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49 WHITHER CONVENTIONAL ARMS CONTROL? "burden-sharing" arguments that torment NATO. That is, responsible military reductions could allow both the withdrawal of some U.S. forces from Europe and some reduction in Western European forces, while modifying somewhat the role of each. For example, the United States could maintain its support and resupply role and reduce its combat strength while the European allies increased where necessary their active or re- serve forces. THE END OF THE BEGINNING Given these unusual motivations, how have the negotiations progressed? Planning began in November 1986 for two sets of conventional arms control negotiations to start not later than January 1989 in Vienna. These sessions were part of a larger forum based on the Helsinki Final Act of 1975, whereby Tree areas are considered together: secunty, economic cooperation, and human rights. One of the two planning efforts was aimed at producing a negotiating plan—a mandate to achieve further transparency of peacetime military operations. Conducted by the mem- bers of NATO, the Warsaw Pact, and the neutrals in Europe (a total of 35 nations), this effort and the subsequent negotiations go by the awkward name of the Conference on Confidence and Security-Building Measures and Disarmament in Europe, or CSBM (or CDE) for short. This is the body that produced the Stockholm Agreement in 1986. lathe other planning effort, a much more ambitious one, dealt with negotiating the reduction of troops and major equipment such as tanks, artillery, and annored troop carriers in the AtIantic-to-the-Urals region. This will proceed in Vienna in parallel with the CSBM talcs and will be known as the Negotiations on Conventional Armed Forces in Europe, or CFE, which stands for Conventional Forces in Europe. All the member states of NATO and the Warsaw Pact, 23 in all, would participate in this negotiation. With some difficulty France was included, even though she insists on remaining militarily independent of NATO. These planning negotiations moved forward in a slow and labored fashion during most of the two-year tune period set for them. The United States, Britain, and Canada held out for major concessions on human rights agreements. Each side had to prepare a comprehensive list of equipment subject to reductions. Initially, NATO appeared to doubt that the Soviets, who provide the majority of forces for the Pact, would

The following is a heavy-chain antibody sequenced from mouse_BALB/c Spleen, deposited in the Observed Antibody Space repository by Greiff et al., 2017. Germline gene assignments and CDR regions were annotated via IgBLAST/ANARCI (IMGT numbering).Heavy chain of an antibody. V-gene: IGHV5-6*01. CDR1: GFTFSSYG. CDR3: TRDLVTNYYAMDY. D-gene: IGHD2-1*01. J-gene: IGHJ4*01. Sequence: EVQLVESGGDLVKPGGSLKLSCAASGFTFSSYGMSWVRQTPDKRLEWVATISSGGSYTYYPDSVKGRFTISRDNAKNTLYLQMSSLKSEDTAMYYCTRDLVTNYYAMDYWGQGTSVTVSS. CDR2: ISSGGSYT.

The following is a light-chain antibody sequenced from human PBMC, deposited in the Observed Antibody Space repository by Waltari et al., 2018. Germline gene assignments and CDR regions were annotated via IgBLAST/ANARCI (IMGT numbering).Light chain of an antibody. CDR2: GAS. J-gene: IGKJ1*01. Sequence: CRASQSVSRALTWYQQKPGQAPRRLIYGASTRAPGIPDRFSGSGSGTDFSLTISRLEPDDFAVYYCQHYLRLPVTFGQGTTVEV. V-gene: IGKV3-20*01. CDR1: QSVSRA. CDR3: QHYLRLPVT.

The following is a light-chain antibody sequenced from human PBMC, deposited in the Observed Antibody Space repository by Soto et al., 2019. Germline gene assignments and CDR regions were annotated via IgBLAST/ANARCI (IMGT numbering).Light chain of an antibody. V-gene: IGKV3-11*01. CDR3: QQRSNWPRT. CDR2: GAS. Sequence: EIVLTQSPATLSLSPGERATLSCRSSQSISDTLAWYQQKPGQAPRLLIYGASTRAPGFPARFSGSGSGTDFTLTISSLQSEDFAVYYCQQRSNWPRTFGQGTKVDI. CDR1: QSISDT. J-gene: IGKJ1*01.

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50 CHALLENGES FOR THE 1990s negotiate away their more than 2:1 numerical advantage in tanks, artil- lery, and armored troop carriers, so-called asymmetries. Consequently, intemal NATO discussions focused on how to bring about asymmetrical reductions to reach common ceilings. In contrast, the Soviets made known their preference for a much broader three-stage plan that would first reduce asymmetries to the level of the side having the lower total in each major category, then reduce both sides by 500,000 personnel and equipment and, in the third stage, restructure the forces so as to be unambiguously in a defensive posture, incapable of large-scale offensive action. Clearly, an agreement on the inventory of relevant weapons would be essential to forward movement in the negotiations—hence the concern over whether the data to be presented by the two sides would show reasonable agreement. Just as NATO was about to announce its count of its own weapons and its estimate of those of the Warsaw Pact, General Secretary Gorbachev starded the West by proposing on 7 December 1988, that the Soviet Union would sharply reduce its armed forces: Within the next two years their numerical strength will be reduced by 500,000 men. The numbers of conventional armaments will also be reduced. This will be done unilaterally, without relation to the talks on the mandate of the Vienna meeting. Many, but not an, details were spelled out. In the Atlantic-to-the-Urals region, 240,000 personnel would be removed, along with 10,000 tanks, 8,500 artillery, and 800 aircraft. Most important, within these totals, 6 tank divisions, 50,000 troops, and a total of 5,300 tanks would be with- drawn from Central Europe and disbanded. This reduction amounts to more than a quarter of the Soviet tanks and 10 percent of the artillery in Central Europe. Although the Pact retains a 2:1 tank advantage, it sufficiently thins out their force so as to make an attack without prior reinforcement virtually impossible. Moreover, Eastern European govern- ments have subsequently announced plans for reducing their aImed forces by 46,000 men and 1,700 tanks. These moves constitute the most impres- sive unilateral step taken since the end of World War II. Its most important effect has been to convince most skeptics that the Soviet Union is seriously interested in large-scale disarmament in the Atlantic-to-the- Urals region. Marshall Akhromeyev told us in January that, although he was originally opposed to unilateral cuts, he came to support them be- cause it was the only way to inject movement into the Vienna negotia- . . . . .